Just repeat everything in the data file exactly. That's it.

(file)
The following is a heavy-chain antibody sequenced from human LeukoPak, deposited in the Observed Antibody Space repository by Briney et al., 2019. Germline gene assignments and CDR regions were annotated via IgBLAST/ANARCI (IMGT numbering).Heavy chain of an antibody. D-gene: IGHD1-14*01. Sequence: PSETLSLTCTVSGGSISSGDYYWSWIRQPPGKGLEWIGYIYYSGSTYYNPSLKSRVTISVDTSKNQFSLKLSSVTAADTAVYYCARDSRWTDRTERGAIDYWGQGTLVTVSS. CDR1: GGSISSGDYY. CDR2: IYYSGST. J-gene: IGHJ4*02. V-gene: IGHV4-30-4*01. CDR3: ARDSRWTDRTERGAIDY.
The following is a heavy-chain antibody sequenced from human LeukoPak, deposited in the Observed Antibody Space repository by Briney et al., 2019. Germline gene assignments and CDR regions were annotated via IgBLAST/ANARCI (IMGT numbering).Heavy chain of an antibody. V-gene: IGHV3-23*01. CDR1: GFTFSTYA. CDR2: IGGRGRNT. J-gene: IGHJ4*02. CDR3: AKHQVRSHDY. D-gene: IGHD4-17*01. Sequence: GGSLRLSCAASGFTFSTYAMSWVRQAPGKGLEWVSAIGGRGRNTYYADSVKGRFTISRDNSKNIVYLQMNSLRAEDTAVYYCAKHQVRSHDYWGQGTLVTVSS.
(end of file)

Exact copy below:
The following is a heavy-chain antibody sequenced from human LeukoPak, deposited in the Observed Antibody Space repository by Briney et al., 2019. Germline gene assignments and CDR regions were annotated via IgBLAST/ANARCI (IMGT numbering).Heavy chain of an antibody. D-gene: IGHD1-14*01. Sequence: PSETLSLTCTVSGGSISSGDYYWSWIRQPPGKGLEWIGYIYYSGSTYYNPSLKSRVTISVDTSKNQFSLKLSSVTAADTAVYYCARDSRWTDRTERGAIDYWGQGTLVTVSS. CDR1: GGSISSGDYY. CDR2: IYYSGST. J-gene: IGHJ4*02. V-gene: IGHV4-30-4*01. CDR3: ARDSRWTDRTERGAIDY.
The following is a heavy-chain antibody sequenced from human LeukoPak, deposited in the Observed Antibody Space repository by Briney et al., 2019. Germline gene assignments and CDR regions were annotated via IgBLAST/ANARCI (IMGT numbering).Heavy chain of an antibody. V-gene: IGHV3-23*01. CDR1: GFTFSTYA. CDR2: IGGRGRNT. J-gene: IGHJ4*02. CDR3: AKHQVRSHDY. D-gene: IGHD4-17*01. Sequence: GGSLRLSCAASGFTFSTYAMSWVRQAPGKGLEWVSAIGGRGRNTYYADSVKGRFTISRDNSKNIVYLQMNSLRAEDTAVYYCAKHQVRSHDYWGQGTLVTVSS.